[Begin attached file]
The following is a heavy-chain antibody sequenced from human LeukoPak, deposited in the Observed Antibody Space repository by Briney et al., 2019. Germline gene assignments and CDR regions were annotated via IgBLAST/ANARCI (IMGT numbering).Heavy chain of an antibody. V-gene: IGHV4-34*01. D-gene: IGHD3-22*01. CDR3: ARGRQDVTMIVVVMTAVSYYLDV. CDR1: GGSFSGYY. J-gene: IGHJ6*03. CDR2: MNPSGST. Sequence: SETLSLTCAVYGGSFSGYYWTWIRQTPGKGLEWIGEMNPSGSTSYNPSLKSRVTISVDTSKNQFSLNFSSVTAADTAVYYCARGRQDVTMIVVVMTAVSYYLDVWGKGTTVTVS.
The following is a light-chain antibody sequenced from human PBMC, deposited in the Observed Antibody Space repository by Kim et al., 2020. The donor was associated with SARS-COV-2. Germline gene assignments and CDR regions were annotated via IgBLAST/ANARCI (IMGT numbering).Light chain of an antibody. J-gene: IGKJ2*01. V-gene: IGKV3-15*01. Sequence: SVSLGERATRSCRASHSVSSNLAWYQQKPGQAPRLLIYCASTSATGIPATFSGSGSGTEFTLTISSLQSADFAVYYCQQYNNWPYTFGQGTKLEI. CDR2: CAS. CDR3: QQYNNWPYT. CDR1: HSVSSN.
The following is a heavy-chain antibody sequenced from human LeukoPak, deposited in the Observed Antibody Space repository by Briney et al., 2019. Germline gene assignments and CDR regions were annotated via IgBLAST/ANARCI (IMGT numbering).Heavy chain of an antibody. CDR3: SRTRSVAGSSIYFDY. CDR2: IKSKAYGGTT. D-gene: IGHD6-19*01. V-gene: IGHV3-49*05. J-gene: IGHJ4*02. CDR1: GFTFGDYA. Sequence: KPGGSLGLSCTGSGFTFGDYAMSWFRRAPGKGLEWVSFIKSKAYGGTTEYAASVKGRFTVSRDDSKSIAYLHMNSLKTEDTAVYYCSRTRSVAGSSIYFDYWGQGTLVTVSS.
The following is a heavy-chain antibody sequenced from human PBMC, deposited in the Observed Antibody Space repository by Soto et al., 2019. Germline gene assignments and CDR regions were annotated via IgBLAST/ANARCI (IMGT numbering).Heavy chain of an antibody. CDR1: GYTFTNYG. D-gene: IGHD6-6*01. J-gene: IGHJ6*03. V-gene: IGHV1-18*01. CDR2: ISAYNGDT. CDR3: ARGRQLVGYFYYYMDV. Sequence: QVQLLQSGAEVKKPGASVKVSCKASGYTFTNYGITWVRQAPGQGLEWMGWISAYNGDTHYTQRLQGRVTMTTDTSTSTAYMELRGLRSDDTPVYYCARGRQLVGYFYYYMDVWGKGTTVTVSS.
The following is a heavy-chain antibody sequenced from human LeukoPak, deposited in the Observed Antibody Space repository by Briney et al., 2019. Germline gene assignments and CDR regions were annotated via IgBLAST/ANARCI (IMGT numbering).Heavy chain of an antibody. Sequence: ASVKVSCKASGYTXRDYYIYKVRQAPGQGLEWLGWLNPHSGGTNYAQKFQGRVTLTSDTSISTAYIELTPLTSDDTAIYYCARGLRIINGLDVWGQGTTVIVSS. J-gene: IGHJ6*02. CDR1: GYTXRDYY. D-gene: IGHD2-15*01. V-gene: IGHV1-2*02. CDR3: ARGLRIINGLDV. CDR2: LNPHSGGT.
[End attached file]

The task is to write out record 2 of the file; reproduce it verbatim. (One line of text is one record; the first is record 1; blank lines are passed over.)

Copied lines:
The following is a light-chain antibody sequenced from human PBMC, deposited in the Observed Antibody Space repository by Kim et al., 2020. The donor was associated with SARS-COV-2. Germline gene assignments and CDR regions were annotated via IgBLAST/ANARCI (IMGT numbering).Light chain of an antibody. J-gene: IGKJ2*01. V-gene: IGKV3-15*01. Sequence: SVSLGERATRSCRASHSVSSNLAWYQQKPGQAPRLLIYCASTSATGIPATFSGSGSGTEFTLTISSLQSADFAVYYCQQYNNWPYTFGQGTKLEI. CDR2: CAS. CDR3: QQYNNWPYT. CDR1: HSVSSN.